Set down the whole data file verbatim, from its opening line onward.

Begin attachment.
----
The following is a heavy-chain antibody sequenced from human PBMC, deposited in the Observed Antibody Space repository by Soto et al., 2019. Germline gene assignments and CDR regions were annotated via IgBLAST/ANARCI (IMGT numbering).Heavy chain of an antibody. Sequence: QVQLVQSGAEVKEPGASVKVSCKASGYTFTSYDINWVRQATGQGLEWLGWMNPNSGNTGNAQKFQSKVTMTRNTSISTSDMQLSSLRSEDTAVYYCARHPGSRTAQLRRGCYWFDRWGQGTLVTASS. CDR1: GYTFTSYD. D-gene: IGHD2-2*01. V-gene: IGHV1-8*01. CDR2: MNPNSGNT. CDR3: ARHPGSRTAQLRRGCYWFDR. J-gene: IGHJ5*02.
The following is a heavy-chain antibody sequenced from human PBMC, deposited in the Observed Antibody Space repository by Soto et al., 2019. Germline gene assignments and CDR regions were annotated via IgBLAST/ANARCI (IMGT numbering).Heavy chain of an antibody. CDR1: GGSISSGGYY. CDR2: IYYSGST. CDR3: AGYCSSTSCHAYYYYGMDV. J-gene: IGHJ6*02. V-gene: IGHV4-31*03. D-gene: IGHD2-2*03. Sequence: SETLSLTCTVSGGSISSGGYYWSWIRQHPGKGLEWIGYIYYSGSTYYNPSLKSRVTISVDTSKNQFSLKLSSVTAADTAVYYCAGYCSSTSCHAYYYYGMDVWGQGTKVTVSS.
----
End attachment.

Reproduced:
The following is a heavy-chain antibody sequenced from human PBMC, deposited in the Observed Antibody Space repository by Soto et al., 2019. Germline gene assignments and CDR regions were annotated via IgBLAST/ANARCI (IMGT numbering).Heavy chain of an antibody. Sequence: QVQLVQSGAEVKEPGASVKVSCKASGYTFTSYDINWVRQATGQGLEWLGWMNPNSGNTGNAQKFQSKVTMTRNTSISTSDMQLSSLRSEDTAVYYCARHPGSRTAQLRRGCYWFDRWGQGTLVTASS. CDR1: GYTFTSYD. D-gene: IGHD2-2*01. V-gene: IGHV1-8*01. CDR2: MNPNSGNT. CDR3: ARHPGSRTAQLRRGCYWFDR. J-gene: IGHJ5*02.
The following is a heavy-chain antibody sequenced from human PBMC, deposited in the Observed Antibody Space repository by Soto et al., 2019. Germline gene assignments and CDR regions were annotated via IgBLAST/ANARCI (IMGT numbering).Heavy chain of an antibody. CDR1: GGSISSGGYY. CDR2: IYYSGST. CDR3: AGYCSSTSCHAYYYYGMDV. J-gene: IGHJ6*02. V-gene: IGHV4-31*03. D-gene: IGHD2-2*03. Sequence: SETLSLTCTVSGGSISSGGYYWSWIRQHPGKGLEWIGYIYYSGSTYYNPSLKSRVTISVDTSKNQFSLKLSSVTAADTAVYYCAGYCSSTSCHAYYYYGMDVWGQGTKVTVSS.